The science community recognizes that success in the biological sciences is predicated on acceptance of its two major themes: the basis of evolutionary life and the cell theory (NABT, 2011). A negative outcome of rejecting either concept would logically present a limiting factor in student learning and progress in the sciences. In my experience with Appalachian rural students (even those choosing a career in the sciences), the topic of evolution has traditionally been met with considerable resistance. I attribute this attitude to the predominance of local faith-based community acceptance of Intelligent Design (Discovery Institute). A nearby, long-established Creation Museum (Petersburg, KY) accounting for the origin of the universe with humans and dinosaurs coexisting has never been demonstrably challenged within the hierarchy of a colloquial educational system (ARSI). Just ten years ago, a poll conducted by the Science Excellence for All Ohioans (SEAO, 2002) and Intelligent Design network sought support for design theory and origins science to be accepted by the Ohio Department of Education for 10th grade science students. According to SEAO, 'of the 309 pollsters, 84% respondents that are or have been engaged in biological sciences (n=98) favor objective origins science, and that 91% of those engaged in teaching or education are of the same mind.' Although SEAO's bid for modification of the science curriculum was not successful, sentiments against teaching natural selection in human evolution remains high. Biology professors in this rural setting understandably approach the teaching of evolution at the college level with a carefully stated, non-confrontational, 'I accept the scientific evidence for evolution'. In this context, teaching evolution is diverted away from waging belief system battles, which statements such as, 'I believe in evolution' might generate, and facilitates guiding our students to focus their scientific learning on testable hypothesis. There are still fractions of students that will shut their minds or angrily walk out when the subject is taught. However this approach averts the establishment of a community identity estranged from the expert in the classroom.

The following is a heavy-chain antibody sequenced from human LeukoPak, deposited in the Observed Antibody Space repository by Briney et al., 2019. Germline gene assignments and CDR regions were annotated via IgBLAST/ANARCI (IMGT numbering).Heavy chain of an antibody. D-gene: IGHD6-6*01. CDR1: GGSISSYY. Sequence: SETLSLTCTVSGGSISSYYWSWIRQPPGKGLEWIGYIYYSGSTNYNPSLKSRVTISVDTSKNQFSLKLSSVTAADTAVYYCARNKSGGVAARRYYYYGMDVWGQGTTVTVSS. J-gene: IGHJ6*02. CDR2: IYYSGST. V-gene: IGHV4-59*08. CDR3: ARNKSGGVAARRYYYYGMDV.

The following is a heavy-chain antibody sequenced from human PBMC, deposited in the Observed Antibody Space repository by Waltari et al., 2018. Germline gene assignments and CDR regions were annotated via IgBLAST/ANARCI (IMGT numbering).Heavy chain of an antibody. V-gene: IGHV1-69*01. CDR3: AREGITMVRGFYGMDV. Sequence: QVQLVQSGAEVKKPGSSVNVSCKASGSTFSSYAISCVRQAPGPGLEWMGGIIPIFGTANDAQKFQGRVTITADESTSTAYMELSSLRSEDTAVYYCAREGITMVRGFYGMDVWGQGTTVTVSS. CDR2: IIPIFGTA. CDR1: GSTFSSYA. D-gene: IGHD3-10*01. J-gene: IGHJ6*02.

Students who have no interest in pursuing a science education may harbor multiple misconceptions about scientific principles and hot topics, such as climate change. Ideologies, which contradict accepted science-based positions, are reinforced through cultural/media articulations. Such ideologues are representative of learning modalities lacking individuality and critical analysis skills and which pose further challenges to educators in the sciences (Bashker and Frank, 2010). When I was asked to teach a human biology course for non-majors, I was initially stunned to discover that some students got angry when I told them men and women have the same number of ribs vs. the literal interpretation that Adam gave Eve a rib. Again I lost attendance, with the sound of an angry book closing, as I challenged preconceived beliefs. Realizing I was facing an upward battle to teach the scientific method to non-majors, I developed a new approach using a participation exercise. I inserted into my PowerPoint presentation a photo that I remembered taking during the medieval revelry-themed County Fair located in the western United States. The image was of a costumed couple, walking on stilts and angled in such a manner that they appeared twice as tall and wide as the crowds in the 'Sherwood Forest' trees. I referred to the couple as giant people (not one student challenged this). As I introduce the subject matter (scientific method), the 'giants' are dissected through a simple inductive reasoning and hypothesis testing. We can easily agree on the camera angle being misleading and infer new observations through inductive reasoning. The earlier (and false) interpretation given, based on a single observation and my authoritative opinion alone, is happily proven false. The class was then asked to collect their own 'giant people' stories from media sources to present to the class as an activity 'WWYB-What would you believe?' This fun exercise serves a dual purpose: to help students relax and become familiar with classmates in small teams and to question knowledge sources. The class is asked to assess whether each news report presented is believable, i.e. sightings of pink dolphins (true) or bats being blind (false). This exercise is a simple but effective early step toward inquisition and challenging conventional knowledge.